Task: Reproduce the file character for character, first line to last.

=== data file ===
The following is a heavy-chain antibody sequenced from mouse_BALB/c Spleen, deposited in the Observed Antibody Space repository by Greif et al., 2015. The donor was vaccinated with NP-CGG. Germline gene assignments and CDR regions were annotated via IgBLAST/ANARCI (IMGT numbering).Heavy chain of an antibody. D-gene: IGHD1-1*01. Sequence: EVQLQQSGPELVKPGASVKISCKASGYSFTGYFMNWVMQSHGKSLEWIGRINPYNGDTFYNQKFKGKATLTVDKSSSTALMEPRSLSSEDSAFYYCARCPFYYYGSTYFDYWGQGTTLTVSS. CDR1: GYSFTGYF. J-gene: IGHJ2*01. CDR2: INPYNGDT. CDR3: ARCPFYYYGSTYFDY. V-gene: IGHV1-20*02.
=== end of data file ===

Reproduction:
The following is a heavy-chain antibody sequenced from mouse_BALB/c Spleen, deposited in the Observed Antibody Space repository by Greif et al., 2015. The donor was vaccinated with NP-CGG. Germline gene assignments and CDR regions were annotated via IgBLAST/ANARCI (IMGT numbering).Heavy chain of an antibody. D-gene: IGHD1-1*01. Sequence: EVQLQQSGPELVKPGASVKISCKASGYSFTGYFMNWVMQSHGKSLEWIGRINPYNGDTFYNQKFKGKATLTVDKSSSTALMEPRSLSSEDSAFYYCARCPFYYYGSTYFDYWGQGTTLTVSS. CDR1: GYSFTGYF. J-gene: IGHJ2*01. CDR2: INPYNGDT. CDR3: ARCPFYYYGSTYFDY. V-gene: IGHV1-20*02.